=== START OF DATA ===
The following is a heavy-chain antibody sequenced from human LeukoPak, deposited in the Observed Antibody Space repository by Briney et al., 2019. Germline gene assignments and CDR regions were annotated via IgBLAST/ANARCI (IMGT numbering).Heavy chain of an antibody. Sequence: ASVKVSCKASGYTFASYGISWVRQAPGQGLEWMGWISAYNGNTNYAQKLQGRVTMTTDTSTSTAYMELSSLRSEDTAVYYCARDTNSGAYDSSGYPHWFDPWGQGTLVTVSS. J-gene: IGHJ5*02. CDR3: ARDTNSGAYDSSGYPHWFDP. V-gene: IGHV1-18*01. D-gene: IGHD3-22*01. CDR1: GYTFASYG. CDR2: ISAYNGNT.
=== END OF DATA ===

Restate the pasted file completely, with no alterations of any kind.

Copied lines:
The following is a heavy-chain antibody sequenced from human LeukoPak, deposited in the Observed Antibody Space repository by Briney et al., 2019. Germline gene assignments and CDR regions were annotated via IgBLAST/ANARCI (IMGT numbering).Heavy chain of an antibody. Sequence: ASVKVSCKASGYTFASYGISWVRQAPGQGLEWMGWISAYNGNTNYAQKLQGRVTMTTDTSTSTAYMELSSLRSEDTAVYYCARDTNSGAYDSSGYPHWFDPWGQGTLVTVSS. J-gene: IGHJ5*02. CDR3: ARDTNSGAYDSSGYPHWFDP. V-gene: IGHV1-18*01. D-gene: IGHD3-22*01. CDR1: GYTFASYG. CDR2: ISAYNGNT.